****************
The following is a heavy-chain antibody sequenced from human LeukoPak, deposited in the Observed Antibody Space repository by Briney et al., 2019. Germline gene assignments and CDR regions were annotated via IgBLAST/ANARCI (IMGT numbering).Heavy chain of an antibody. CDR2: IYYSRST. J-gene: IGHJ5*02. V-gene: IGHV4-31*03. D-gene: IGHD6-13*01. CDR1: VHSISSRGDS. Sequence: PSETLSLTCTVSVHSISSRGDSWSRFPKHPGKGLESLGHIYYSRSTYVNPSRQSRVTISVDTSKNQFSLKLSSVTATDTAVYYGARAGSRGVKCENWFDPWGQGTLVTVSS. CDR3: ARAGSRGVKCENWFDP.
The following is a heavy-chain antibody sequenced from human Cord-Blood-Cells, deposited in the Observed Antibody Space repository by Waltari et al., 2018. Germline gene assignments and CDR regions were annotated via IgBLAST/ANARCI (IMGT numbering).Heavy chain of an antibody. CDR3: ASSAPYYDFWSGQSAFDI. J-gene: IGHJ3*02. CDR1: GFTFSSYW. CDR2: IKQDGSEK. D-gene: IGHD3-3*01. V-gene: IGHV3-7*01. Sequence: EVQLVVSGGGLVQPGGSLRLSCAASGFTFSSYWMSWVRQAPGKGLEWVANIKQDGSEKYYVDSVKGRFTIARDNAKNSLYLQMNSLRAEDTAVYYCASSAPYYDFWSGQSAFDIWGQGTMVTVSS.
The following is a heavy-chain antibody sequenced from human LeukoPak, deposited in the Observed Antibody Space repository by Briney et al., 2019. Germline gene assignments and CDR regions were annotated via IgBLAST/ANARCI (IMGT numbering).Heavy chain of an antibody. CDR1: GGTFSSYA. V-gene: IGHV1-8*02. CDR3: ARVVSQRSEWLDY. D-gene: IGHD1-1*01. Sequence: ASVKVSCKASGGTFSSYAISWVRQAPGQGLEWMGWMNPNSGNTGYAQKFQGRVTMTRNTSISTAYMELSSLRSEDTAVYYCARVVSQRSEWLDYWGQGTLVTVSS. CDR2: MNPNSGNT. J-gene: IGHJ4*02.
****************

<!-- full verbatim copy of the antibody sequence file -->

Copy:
The following is a heavy-chain antibody sequenced from human LeukoPak, deposited in the Observed Antibody Space repository by Briney et al., 2019. Germline gene assignments and CDR regions were annotated via IgBLAST/ANARCI (IMGT numbering).Heavy chain of an antibody. CDR2: IYYSRST. J-gene: IGHJ5*02. V-gene: IGHV4-31*03. D-gene: IGHD6-13*01. CDR1: VHSISSRGDS. Sequence: PSETLSLTCTVSVHSISSRGDSWSRFPKHPGKGLESLGHIYYSRSTYVNPSRQSRVTISVDTSKNQFSLKLSSVTATDTAVYYGARAGSRGVKCENWFDPWGQGTLVTVSS. CDR3: ARAGSRGVKCENWFDP.
The following is a heavy-chain antibody sequenced from human Cord-Blood-Cells, deposited in the Observed Antibody Space repository by Waltari et al., 2018. Germline gene assignments and CDR regions were annotated via IgBLAST/ANARCI (IMGT numbering).Heavy chain of an antibody. CDR3: ASSAPYYDFWSGQSAFDI. J-gene: IGHJ3*02. CDR1: GFTFSSYW. CDR2: IKQDGSEK. D-gene: IGHD3-3*01. V-gene: IGHV3-7*01. Sequence: EVQLVVSGGGLVQPGGSLRLSCAASGFTFSSYWMSWVRQAPGKGLEWVANIKQDGSEKYYVDSVKGRFTIARDNAKNSLYLQMNSLRAEDTAVYYCASSAPYYDFWSGQSAFDIWGQGTMVTVSS.
The following is a heavy-chain antibody sequenced from human LeukoPak, deposited in the Observed Antibody Space repository by Briney et al., 2019. Germline gene assignments and CDR regions were annotated via IgBLAST/ANARCI (IMGT numbering).Heavy chain of an antibody. CDR1: GGTFSSYA. V-gene: IGHV1-8*02. CDR3: ARVVSQRSEWLDY. D-gene: IGHD1-1*01. Sequence: ASVKVSCKASGGTFSSYAISWVRQAPGQGLEWMGWMNPNSGNTGYAQKFQGRVTMTRNTSISTAYMELSSLRSEDTAVYYCARVVSQRSEWLDYWGQGTLVTVSS. CDR2: MNPNSGNT. J-gene: IGHJ4*02.